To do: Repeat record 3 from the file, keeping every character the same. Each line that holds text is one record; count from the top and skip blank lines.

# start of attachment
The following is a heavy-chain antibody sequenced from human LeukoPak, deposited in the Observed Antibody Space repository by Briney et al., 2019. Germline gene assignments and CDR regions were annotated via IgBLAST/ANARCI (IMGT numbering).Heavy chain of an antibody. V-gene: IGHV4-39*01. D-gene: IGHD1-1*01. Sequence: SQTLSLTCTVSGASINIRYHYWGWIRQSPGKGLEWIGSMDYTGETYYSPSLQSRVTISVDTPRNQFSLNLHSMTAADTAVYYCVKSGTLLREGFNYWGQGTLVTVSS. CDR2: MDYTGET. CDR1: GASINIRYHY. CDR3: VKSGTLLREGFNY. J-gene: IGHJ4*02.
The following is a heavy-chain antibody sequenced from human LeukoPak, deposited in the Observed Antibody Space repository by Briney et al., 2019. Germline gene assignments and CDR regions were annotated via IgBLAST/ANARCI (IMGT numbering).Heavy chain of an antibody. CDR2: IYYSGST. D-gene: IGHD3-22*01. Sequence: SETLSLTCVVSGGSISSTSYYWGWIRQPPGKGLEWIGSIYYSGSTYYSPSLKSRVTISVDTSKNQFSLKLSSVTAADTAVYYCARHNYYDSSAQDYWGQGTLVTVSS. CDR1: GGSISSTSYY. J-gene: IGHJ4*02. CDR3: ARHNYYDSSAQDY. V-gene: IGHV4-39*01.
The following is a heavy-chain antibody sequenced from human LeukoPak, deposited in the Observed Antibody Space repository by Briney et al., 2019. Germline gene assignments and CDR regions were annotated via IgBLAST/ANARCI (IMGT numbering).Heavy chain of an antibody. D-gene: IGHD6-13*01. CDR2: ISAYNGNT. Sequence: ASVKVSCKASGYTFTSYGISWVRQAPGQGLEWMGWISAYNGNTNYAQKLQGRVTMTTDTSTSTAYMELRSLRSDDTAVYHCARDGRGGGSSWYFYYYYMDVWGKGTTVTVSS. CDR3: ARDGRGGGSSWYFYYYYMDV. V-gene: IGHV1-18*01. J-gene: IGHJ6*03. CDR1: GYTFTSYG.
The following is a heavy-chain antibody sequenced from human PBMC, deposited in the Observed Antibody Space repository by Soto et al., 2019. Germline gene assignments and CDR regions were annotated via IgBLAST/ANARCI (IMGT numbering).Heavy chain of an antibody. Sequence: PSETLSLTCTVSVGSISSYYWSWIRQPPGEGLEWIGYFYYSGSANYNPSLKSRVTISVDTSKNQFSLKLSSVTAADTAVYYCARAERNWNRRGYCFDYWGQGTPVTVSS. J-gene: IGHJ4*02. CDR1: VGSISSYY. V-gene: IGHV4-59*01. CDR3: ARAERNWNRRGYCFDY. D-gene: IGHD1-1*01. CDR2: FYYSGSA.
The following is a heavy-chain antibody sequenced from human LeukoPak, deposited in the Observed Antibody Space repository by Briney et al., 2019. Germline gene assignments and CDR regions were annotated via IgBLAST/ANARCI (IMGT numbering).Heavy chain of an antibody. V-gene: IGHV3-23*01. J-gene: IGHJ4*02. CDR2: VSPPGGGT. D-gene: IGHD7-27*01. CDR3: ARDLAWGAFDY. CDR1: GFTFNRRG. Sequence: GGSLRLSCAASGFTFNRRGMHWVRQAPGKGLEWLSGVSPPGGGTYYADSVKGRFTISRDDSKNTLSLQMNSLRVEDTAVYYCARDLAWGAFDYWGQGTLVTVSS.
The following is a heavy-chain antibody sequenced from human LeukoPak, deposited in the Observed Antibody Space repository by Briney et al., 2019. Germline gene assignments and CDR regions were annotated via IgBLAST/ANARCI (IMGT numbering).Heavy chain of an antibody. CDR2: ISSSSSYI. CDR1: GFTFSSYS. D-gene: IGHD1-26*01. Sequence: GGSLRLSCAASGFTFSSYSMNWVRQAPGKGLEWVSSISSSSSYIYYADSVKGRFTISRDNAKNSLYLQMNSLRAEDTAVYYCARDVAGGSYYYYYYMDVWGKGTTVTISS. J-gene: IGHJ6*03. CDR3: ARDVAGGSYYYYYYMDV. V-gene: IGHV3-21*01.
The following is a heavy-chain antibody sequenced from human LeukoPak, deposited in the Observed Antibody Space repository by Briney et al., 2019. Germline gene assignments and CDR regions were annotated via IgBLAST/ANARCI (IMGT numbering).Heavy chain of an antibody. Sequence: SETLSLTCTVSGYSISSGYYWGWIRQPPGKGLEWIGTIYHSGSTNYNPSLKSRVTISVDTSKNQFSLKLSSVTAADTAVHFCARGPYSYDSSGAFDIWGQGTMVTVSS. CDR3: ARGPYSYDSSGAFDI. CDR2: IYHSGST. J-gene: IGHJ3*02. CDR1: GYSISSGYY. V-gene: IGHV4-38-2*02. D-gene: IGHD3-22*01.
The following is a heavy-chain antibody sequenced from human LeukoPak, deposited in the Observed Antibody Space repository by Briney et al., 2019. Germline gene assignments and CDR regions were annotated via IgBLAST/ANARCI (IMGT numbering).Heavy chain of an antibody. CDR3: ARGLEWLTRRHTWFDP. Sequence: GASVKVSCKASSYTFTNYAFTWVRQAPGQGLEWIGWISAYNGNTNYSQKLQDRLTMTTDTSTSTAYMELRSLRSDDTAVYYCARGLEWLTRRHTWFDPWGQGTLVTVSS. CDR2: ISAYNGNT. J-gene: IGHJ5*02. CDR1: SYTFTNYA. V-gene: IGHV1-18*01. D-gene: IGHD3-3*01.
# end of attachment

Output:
The following is a heavy-chain antibody sequenced from human LeukoPak, deposited in the Observed Antibody Space repository by Briney et al., 2019. Germline gene assignments and CDR regions were annotated via IgBLAST/ANARCI (IMGT numbering).Heavy chain of an antibody. D-gene: IGHD6-13*01. CDR2: ISAYNGNT. Sequence: ASVKVSCKASGYTFTSYGISWVRQAPGQGLEWMGWISAYNGNTNYAQKLQGRVTMTTDTSTSTAYMELRSLRSDDTAVYHCARDGRGGGSSWYFYYYYMDVWGKGTTVTVSS. CDR3: ARDGRGGGSSWYFYYYYMDV. V-gene: IGHV1-18*01. J-gene: IGHJ6*03. CDR1: GYTFTSYG.